Synopses & Reviews
More than any thing else technology creates our world. It creates our wealth, our economy, our very way of being, says W. Brian Arthur. Yet, until now the major questions of technology have gone unanswered. Where do new technologies come from -- how exactly does invention work? What constitutes innovation, and how is it achieved? Why are certain regions -- Cambridge, England, in the 1920s and Silicon Valley today -- hotbeds of innovation, while others languish? Does technology, like biological life, evolve? How do new industries, and the economy itself, emerge from technologies? In this groundbreaking work, pioneering technology thinker and economist W. Brian Arthur sets forth a boldly original way of thinking about technology that gives answers to these questions.
The Nature of Technology is an elegant and powerful theory of technology's origins and evolution. It achieves for the progress of technology what Thomas Kuhn's The Structure of Scientific Revolutions did for scientific progress. Arthur explains how transformative new technologies arise and how innovation really works. Conventional thinking ascribes the invention of technologies to thinking outside the box, or vaguely to genius or creativity, but Arthur shows that such explanations are inadequate. Rather, technologies are put together from pieces -- themselves technologies -- that already exist. Technologies therefore share common ancestries and combine, morph, and combine again to create further technologies. Technology evolves much as a coral reef builds itself from activities of small organisms -- it creates itself from itself; all technologies are descended from earlier technologies.
Drawing on a wealth of examples, from historical inventions to the high-tech wonders of today, and writing in wonder fully engaging and clear prose, Arthur takes us on a mind-opening journey that will change the way we think about technology and how it structures our lives.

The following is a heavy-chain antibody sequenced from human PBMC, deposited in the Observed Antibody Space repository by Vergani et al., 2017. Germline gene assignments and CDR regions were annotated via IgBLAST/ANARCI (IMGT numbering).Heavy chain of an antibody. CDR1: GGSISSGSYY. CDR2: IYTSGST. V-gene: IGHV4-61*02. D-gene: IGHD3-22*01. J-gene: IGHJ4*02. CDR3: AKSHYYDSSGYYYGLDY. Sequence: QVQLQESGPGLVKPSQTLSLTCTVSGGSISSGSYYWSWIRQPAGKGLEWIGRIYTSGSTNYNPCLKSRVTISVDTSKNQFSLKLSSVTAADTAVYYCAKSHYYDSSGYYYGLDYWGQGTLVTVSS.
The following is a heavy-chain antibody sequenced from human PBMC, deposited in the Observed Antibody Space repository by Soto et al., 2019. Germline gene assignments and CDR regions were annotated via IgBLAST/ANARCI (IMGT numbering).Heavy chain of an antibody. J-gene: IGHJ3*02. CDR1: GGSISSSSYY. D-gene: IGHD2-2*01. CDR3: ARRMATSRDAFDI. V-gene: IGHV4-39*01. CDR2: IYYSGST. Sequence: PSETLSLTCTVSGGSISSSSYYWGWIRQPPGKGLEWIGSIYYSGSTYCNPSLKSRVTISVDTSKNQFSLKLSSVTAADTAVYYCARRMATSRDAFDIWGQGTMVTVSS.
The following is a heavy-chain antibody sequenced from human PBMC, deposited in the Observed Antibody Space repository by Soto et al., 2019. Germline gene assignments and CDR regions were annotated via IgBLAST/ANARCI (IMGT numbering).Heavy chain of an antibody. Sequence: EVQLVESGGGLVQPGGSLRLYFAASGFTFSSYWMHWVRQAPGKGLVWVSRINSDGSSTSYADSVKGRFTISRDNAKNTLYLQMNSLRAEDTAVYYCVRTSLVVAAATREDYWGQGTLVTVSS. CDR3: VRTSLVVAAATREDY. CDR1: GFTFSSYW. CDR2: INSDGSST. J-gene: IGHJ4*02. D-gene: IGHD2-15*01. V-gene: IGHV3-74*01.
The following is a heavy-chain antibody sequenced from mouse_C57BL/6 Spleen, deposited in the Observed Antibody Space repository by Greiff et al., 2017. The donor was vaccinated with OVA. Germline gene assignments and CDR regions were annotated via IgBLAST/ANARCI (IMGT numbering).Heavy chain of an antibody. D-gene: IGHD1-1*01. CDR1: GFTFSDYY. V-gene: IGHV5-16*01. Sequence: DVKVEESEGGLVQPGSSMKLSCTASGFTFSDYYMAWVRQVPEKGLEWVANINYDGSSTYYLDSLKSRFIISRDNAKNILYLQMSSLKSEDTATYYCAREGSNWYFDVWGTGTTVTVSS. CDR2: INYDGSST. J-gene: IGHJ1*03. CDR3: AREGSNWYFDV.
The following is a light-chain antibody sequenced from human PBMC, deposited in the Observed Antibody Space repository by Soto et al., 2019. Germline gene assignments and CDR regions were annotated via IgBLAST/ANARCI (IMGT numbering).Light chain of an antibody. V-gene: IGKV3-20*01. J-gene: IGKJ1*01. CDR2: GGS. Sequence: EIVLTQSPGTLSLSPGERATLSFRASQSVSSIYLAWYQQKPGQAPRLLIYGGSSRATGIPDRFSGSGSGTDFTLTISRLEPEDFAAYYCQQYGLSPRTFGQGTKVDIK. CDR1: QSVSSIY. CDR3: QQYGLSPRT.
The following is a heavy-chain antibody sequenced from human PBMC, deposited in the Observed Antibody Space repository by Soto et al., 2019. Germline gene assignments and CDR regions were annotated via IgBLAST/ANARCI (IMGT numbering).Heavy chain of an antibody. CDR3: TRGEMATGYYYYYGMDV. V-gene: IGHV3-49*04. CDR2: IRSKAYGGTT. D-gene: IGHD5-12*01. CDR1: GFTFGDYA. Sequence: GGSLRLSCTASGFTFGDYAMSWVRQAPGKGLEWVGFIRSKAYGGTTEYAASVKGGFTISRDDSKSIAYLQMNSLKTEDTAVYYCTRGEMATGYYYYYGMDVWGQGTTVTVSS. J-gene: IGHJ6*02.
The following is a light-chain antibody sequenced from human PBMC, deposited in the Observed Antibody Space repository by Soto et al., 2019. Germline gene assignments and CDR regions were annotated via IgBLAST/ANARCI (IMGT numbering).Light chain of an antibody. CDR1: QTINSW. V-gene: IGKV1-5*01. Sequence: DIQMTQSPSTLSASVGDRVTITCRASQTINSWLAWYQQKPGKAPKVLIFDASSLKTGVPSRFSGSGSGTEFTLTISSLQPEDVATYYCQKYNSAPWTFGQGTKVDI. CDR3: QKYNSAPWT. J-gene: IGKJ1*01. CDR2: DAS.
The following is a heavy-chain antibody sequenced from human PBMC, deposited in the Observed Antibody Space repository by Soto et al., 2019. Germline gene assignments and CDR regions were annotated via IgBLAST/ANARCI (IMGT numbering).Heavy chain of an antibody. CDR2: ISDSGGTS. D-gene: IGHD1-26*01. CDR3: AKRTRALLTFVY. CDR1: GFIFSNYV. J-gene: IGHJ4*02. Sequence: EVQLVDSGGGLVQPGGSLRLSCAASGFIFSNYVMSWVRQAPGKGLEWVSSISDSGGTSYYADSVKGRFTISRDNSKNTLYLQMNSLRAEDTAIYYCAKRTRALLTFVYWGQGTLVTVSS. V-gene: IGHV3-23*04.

"What is technology in its nature, in its deepest essence? Where does it come from? How does it evolve? With contagious enthusiasm, Arthur, an economics professor and a pioneer of complexity theory, tries to answer these and other questions in a style that is by turns sparkling and flat. Technology is self-creating, though it requires human agency to build it up and reproduce it. Yet technology evolves much like organisms evolve, and Arthur cannily applies Darwin's ideas to technologies and their growth. All technologies descend from earlier ones, and those that perform better and more efficiently than others are selected for future growth and development. But radical novelty in technology cannot be explained by this model of variation and selection, so Arthur argues that novel technologies arise by combination of existing technologies. For example, a hydroelectric power generator combines several main components a reservoir to store water, an intake system, turbines driven by high-energy water flow, transformers to convert the power output to a higher voltage: groups of self-contained technologies into a new technology. Arthur's arguments will likely alter the reader's way of thinking about technology and its relationship to humanity." Publishers Weekly (Copyright Reed Business Information, Inc.)
“…enlightening and stimulating, enhanced by a remarkable diversity of historical examples…The book invites comparison to work by Thomas Kuhn…Economists, social scientists, engineers and scientists all may come to regard it as a landmark.” —Science
“Provocative and engaging...Arthur’s theory captures many well-known features of technological change [and] also answers interesting questions.”—Nature
“…reframes the relationship between science and technology as part of an effort to come up with a comprehensive theory of innovation… Dr. Arthur is bold in his reassessment of the role of technology in science.” —The New York Times